So, it makes perfect sense for LGBT History Month to be celebrated in October in the US, due to the events that took place in that month and the importance that those events have on American LGBTQ history.

Things are different in the UK, and so is British LGBTQ history. For two decades, Section 28 affected England, Wales and Scotland.

Section 28 stated that a local authority could not (1) “promote homosexuality”, (2) “publish material with the intention of promoting homosexuality”, and (3) “promote the teaching…of the acceptability of homosexuality as a pretended family relationship”.

Then comes February 2000, when the first legislative attempt to replace Section 28 was introduced. (Now, it was defeated by a House of Lords campaign, but after much back-and-forth, Section 28 was abolished in 2003.)

Sue Sanders, Elly Barnes and Schools OUT UK chose February to commemorate when the first stone to repeal Section 28 was cast — February. Thus, the UK first celebrated LGBT History Month in February 2005, with over 150 events across the country.

So, in a nutshell: the US celebrate LGBT History Month due to its American history, while the UK celebrates LGBT History Month due to its British history.

“Shouldn’t we all celebrate it in the same month?”

Not necessarily. It makes sense for a country to celebrate their people, cultures and traditions in a way that makes sense to that country — it makes total sense for the US to celebrate #BHM in February due to the incredible history tied to this specific month…but that is American history, so it only makes sense for other countries to move it to a month that has a more personal significance to them.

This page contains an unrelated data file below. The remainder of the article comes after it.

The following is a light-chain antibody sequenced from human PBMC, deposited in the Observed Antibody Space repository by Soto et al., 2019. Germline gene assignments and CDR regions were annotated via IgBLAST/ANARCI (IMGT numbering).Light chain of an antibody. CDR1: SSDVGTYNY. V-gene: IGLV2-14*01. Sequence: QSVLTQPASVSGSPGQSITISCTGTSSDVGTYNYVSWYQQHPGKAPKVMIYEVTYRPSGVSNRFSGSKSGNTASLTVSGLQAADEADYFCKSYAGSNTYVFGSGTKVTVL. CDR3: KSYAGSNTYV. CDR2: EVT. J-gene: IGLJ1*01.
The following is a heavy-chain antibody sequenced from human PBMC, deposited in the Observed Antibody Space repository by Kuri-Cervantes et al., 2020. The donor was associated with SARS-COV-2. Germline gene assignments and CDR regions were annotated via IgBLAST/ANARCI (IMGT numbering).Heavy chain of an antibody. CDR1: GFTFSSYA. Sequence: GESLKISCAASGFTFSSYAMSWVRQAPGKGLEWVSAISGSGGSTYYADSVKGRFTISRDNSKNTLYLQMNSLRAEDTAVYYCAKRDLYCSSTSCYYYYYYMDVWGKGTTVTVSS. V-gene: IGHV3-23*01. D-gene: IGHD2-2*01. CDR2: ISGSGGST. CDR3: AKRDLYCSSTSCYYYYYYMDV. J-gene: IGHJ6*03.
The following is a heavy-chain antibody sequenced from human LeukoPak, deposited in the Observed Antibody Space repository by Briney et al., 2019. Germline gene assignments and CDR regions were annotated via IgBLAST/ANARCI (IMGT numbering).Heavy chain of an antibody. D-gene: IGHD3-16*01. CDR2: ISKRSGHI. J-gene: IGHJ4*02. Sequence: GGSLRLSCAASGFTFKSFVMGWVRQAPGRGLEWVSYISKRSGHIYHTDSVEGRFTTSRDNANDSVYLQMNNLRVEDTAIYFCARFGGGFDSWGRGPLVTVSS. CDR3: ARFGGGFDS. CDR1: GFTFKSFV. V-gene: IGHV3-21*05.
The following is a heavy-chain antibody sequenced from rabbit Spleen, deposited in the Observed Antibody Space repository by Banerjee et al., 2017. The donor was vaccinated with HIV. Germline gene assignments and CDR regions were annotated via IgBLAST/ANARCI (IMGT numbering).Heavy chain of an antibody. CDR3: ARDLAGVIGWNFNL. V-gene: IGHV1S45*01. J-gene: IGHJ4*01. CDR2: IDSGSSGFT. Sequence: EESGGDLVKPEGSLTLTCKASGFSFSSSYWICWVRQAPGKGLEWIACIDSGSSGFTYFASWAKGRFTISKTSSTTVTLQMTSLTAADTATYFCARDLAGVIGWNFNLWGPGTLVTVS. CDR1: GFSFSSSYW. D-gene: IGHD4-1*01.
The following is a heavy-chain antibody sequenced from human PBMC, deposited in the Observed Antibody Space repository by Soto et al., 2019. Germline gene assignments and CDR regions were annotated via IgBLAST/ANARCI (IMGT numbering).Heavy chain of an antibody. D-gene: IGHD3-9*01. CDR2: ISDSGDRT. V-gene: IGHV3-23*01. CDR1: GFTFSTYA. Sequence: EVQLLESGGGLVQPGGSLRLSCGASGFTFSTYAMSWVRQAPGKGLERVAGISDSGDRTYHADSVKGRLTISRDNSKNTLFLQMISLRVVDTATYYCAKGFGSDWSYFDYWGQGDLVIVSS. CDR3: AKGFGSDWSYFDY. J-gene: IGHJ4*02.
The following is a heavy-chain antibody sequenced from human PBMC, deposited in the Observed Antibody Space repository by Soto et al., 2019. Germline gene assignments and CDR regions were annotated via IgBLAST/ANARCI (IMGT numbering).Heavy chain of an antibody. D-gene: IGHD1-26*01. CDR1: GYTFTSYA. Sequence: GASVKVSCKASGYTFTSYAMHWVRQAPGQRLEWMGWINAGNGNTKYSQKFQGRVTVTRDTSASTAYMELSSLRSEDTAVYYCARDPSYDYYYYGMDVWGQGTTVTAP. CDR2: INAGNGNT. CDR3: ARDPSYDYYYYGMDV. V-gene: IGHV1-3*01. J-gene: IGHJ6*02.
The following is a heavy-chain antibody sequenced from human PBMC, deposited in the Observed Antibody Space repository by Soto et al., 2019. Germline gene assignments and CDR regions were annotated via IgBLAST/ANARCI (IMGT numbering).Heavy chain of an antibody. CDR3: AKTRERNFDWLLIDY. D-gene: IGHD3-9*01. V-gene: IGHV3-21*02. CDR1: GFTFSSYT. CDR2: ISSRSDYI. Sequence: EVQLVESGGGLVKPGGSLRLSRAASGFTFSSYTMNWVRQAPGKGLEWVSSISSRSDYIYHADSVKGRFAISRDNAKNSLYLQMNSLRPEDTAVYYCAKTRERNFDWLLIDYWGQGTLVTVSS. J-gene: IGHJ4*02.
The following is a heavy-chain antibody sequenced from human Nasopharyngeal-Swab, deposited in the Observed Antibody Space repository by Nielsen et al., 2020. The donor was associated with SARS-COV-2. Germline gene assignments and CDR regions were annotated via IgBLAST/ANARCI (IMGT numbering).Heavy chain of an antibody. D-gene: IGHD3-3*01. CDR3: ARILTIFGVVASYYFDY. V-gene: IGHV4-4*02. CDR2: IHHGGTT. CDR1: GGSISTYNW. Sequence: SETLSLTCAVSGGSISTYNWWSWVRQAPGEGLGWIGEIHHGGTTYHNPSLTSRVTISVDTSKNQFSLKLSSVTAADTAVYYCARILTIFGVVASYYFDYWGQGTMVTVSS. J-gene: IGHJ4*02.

Perfect example: Pride. While June was originally chosen as Pride Month in the US to commemorate the Stonewall riots (June 1969), not every US state commemorates Pride Month in June. Pride months are different country to country, and in the US they’re different State to State. This isn’t to undermine Pride celebrations in other countries/states, but it’s purely to focus on that country’s/state’s LGBTQ’s history.

“I don’t like it — why should other countries celebrate something else when I’m celebrating (insert event here)?”

Just like you celebrate (insert event here) on a certain day/week/month in a way that is deeply personal to your city/town/county/state/country, others will do the same in their own location. How other locations choose to celebrate (insert event here) should not distract you or discourage you from celebrating your own. If anything, if you fancy, take some time to educate yourself on (1) why you’re celebrating what you’re celebrating, (2) why you’re celebrating it during this period, and (3) why other locations don’t celebrate it in the same way you do.

Wanting to celebrate your own history in a way that is deeply personal to you doesn’t equate to undermining, disregarding or disrespecting the history of other countries, regardless of how and when you want to celebrate yours in a way that is personal to you.

“Ok but I’m still mad that Amnesty UK LGBTI celebrates #LGBTHM17 while I’m celebrating #BHM, and I’m not homophobic or whatever but…”

First of all, happy Black History Month to you. Secondly, that account is Amnesty UK LGBTI. It’s a branch of Amnesty International UK, which is the regional branch of AmnestyInternational. This specific UK account campaigns for human rights for LGBTI people in the UK. As such, it celebrates UK’s LGBT History Month in February. But, while we’re on the intersectional topic of black history and the LGBTQ community, here’s an article on 23 prominent black LGBT folk we should all learn about (source: The Huffington Post). 😊

I hope that settles it. If you have any questions, feel free to comment down below and I’ll get back to you. If I don’t know the answer, I’m sure Amnesty UK LTGBI can come to our aid (or, failing that, any search engine of your choice — Google, Bing, Yahoo…).

Happy #BHM to my American friends and happy #LGBTHM to my UK friends.

Updated 9th Feb.: Elly Barne wasn’t initially part of LGBTHM in the UK when it was first founded. It was Sue Sanders and Paul Patrick who started it. There’s another reason for them picking February for LGBTHM: February is a quiet month in the UK school calendar year, thus making it easier for young people to attend events and learn about LGBT heritage in the UK (source: LGBT History Month, Twitter).